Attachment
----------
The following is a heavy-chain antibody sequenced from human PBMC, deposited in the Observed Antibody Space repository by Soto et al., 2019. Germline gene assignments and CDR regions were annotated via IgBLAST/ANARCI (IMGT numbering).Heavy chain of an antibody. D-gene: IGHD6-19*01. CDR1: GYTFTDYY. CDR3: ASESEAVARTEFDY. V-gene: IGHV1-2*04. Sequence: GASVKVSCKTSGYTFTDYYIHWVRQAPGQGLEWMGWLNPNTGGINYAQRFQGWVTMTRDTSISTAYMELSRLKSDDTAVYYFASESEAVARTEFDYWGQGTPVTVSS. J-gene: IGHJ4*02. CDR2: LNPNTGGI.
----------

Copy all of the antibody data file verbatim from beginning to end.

The following is a heavy-chain antibody sequenced from human PBMC, deposited in the Observed Antibody Space repository by Soto et al., 2019. Germline gene assignments and CDR regions were annotated via IgBLAST/ANARCI (IMGT numbering).Heavy chain of an antibody. D-gene: IGHD6-19*01. CDR1: GYTFTDYY. CDR3: ASESEAVARTEFDY. V-gene: IGHV1-2*04. Sequence: GASVKVSCKTSGYTFTDYYIHWVRQAPGQGLEWMGWLNPNTGGINYAQRFQGWVTMTRDTSISTAYMELSRLKSDDTAVYYFASESEAVARTEFDYWGQGTPVTVSS. J-gene: IGHJ4*02. CDR2: LNPNTGGI.